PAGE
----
7. We, therefore, propose to proceed upon the footing that the appellant was aware of the nature and terms of the contract between the creditor and the principal debtor which he understood to guarantee. We must ascertain first the nature of the contract between the 1st defendant and the plaintiff and then the situation in which the liability under the suit promissory note would arise.
It is needless to point out that the promissory note though fully supported by consideration would remain unenforceable so long as the instalments payable by the 1st defendant in respect of the chit-fund were being regularly paid. It is only on default of payment of one or more of such instalments that the contract of guarantee of which Ex. A-l is the material embodiment, would at all become enforceable. Now, the relevant rule in Ex. B-1 which is a copy of the printed rules relating to the chit-fund, is in these terms :
'If default in the due payment of subscription for any one instalment be made by a subscriber who has received his prize, the Bank will, immediately on the happening of such default, become entitled to recover from him the arrears together with the full amount of subscriptions due for all future instalments in one lump sum with, interest, on the aggregate sum at one per cent per mensem from the date of default without any claim for any deduction on account of discount.'
The argument has mainly therefore centred round this clause and canvassed at considerable length its legal effect. On behalf of the appellant it was contended that the case fell within the scope of Article 75 of the Limitation Act, and that unless the Bank could be said to have waived the benefit of the provision, the first default which was really on 10-5-1947, constituted the terminus a quo. It is pointed out that there was no proof, not even a plea of waiver in the present case.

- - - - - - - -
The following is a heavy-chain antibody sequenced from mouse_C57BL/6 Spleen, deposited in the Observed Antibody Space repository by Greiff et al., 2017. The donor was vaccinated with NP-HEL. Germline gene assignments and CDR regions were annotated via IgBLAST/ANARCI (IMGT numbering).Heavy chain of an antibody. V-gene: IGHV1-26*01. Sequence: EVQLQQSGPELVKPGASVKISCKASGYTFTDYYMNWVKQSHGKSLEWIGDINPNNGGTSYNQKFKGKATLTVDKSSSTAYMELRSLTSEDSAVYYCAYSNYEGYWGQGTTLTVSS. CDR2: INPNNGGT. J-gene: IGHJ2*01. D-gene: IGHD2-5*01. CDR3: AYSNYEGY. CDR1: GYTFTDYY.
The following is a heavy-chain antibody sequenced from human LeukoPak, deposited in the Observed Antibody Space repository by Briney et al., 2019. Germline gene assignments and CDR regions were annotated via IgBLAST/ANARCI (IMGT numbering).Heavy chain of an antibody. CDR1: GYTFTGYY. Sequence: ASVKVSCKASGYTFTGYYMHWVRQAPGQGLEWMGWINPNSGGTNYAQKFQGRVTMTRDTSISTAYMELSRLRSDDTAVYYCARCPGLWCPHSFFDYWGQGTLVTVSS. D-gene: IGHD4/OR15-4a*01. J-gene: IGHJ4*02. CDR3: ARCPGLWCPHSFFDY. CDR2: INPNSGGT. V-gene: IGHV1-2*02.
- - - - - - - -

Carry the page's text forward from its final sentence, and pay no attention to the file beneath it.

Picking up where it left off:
So it is argued that if time began to run against the plaintiff, as well as the sureties from 10-5-11947, the suit filed on 30-10-1950 was clearly barred. On this submission it becomes material to determine when the first default took place. If it took place on 10-5-1947, and the liability of the sureties too arose, eo instanti, the suit on the promissory note would be obviously out of time. If on the other band, the first default was on 10-12-1947 as the plaint stated it would be within time because the liability of the sureties could not spring into being before the principal debtor's own liability arose.
But as we have already indicated the case in the plaint cannot be held to have been established. In the first place, there was not a sum of Rs. 1,400/-available in the savings Bank account of the 1st defendant, for being credited to the chit-fund account. Secondly it is not established that the adjustment was made with the consent of the 1st defendant because though P. W. 1 stated at one stage of his evidence, that he (the 1st defendant) authorised the adjustment, he later admitted that the Bank did not obtain any such authorisation. Now tile sum of Rs. 1,200/- available with the Bank could only meet six instalments, and then the default would be on 10-11-1947.
It is true that in the latter case the suit would still be in time. But then, we would be proceeding on a basis different from that on which the plaint proceeded in order to claim exemption from the bar of limitation. It may however be noted that though the written statement raised a plea of limitation, there are no averments of fact in support! of such a plea. Therefore although it is true that we must dismiss a suit as barred by limitation --if the facts disclose that it is -- even when the defendant has not raised such a plea, we must make sure that it is so barred on the facts established on the evidence.
Now even if the plaint case of payment of seven instalments from 10-5-1947 to 10-11-1947 is not accepted and even if the first default should be held to have occurred on 10-5-1947, the question would still remain whether the promissory note became automatically enforceable against the promisors immediately on the date of the first default i.e., on 10-5-1947.
It is argued for the respondent that the promissory note became enforceable not on the date of the first or any other default made by the principal debtor hut when notice of such default was given to the sureties and they were intimated that their liability under the promissory note would be enforced.
8. As we have reached the conclusion that in the circumstances of the case, the view submitted by the respondent on this point is the proper view to take, we do not propose to record any finding on the question, as to when the first default occurred, i.e., whether it was on 10-5-47 as the appellant would have it, or on 10-11-1947 as above-indicated or on 10-12-1947 in accordance with the plaint case.